She’s (another) performance artist – or was, before she became The Legend That Is Natasha. She made a film called Bone Density. It consisted (and I couldn’t make this up) of a series of pictures of her bone scans, showing how much bone density she lost between the ages of 40 and 50. Probably not coming to your local multiplex any time soon. They’d have to have bouncers on the outside chucking people in.
How self-obsessed can you be that you’d make a film of your bone scans? Should I be filming my blood tests for posterity? Cannes beckons.
Then Her Natasha-ness looked into ways to restore her bone density. Fortunately she was able to, what with her being a ‘body-builder and certified nutritionist’. Two things – if she was both of these, how did she manage to lose the bone density in the first place? And ‘dietician’ is the legally protected word. Any fool can call him or herself a nutritionist. And as for certified …
She did another film, which was unaccountably overlooked for an Academy Award. It was on having her skin resurfaced. Because she had to have her skin resurfaced, oh yes she did. And do you know why?
She was doing a bio-art project in a rose garden in Texas. And bugs would come and attack the roses, so she had to be out in the sun a lot for several months, shooing them away. From this she got basal cell carcinomas all over her face. She showed us lab slides of them.
Fortunately for her, the audience had checked in its critical faculties at the door. Generally, though, an Australian audience would know that (a) most sun cancers are squamous cell, not basal cell and (b) you do the damage many, many years before they manifest: not straight after a few months of Texan sunburn. Correlation, Nattie, is not causation.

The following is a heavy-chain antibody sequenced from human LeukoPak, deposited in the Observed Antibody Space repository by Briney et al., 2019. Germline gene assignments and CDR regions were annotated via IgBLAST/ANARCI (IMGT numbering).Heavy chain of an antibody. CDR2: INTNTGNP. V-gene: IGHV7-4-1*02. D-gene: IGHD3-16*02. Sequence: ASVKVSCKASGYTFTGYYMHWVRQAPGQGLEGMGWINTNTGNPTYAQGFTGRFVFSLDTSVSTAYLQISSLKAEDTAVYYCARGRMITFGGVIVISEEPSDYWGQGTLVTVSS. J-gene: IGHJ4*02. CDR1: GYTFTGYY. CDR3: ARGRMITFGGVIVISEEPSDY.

And then there was the bladder cancer, which was why she was rose-gardening in Texas. And the cataracts. So she has artificial lenses in her eyes. Big whoop. So do lots of people, and very grateful they are for them too. But Our Lady of the Camellias – sorry – Roses isn’t. Her brain doesn’t work very well with her lenses.
You know what I was thinking. I had to stick my fist in my mouth.
What else can she put in herself, she asks. Fist had to stay in mouth.
It will come as no surprise to you that she’s sent off some spit to 23andMe. And she’s making a film about it. Natasha Gobs on a Cotton Bud – this summer’s blockbuster release.
And she wants to be a substrate-independent mind. Whatevs. And she’s going to be frozen when she carks it.
As is the lunatic – and I use the word advisedly – who approached me later. She told me so. To both. She’s a manic depressive. Took her all of, oh, I dunno, 40 seconds to tell me that. It’s a bit like suicide – the ones who threaten never do it. And people who ARE mentally ill tend to try to hide it. She lost interest in talking at me when I mentioned that. Unfortunately not before she told me her late husband had had his head frozen.
I’m not even going to bother telling you about the cryonics love fest. It was several hours of ‘Where can I get it done and how much does it cost?’
But I do want to make one observation. It was like being there at the birth of a new variant of Christianity. It had all the ingredients – the bearded messiah, the sorrowing mother, the promise of life eternal, the devoted acolytes.
I wonder what it’ll be like when they get to the Inquisition.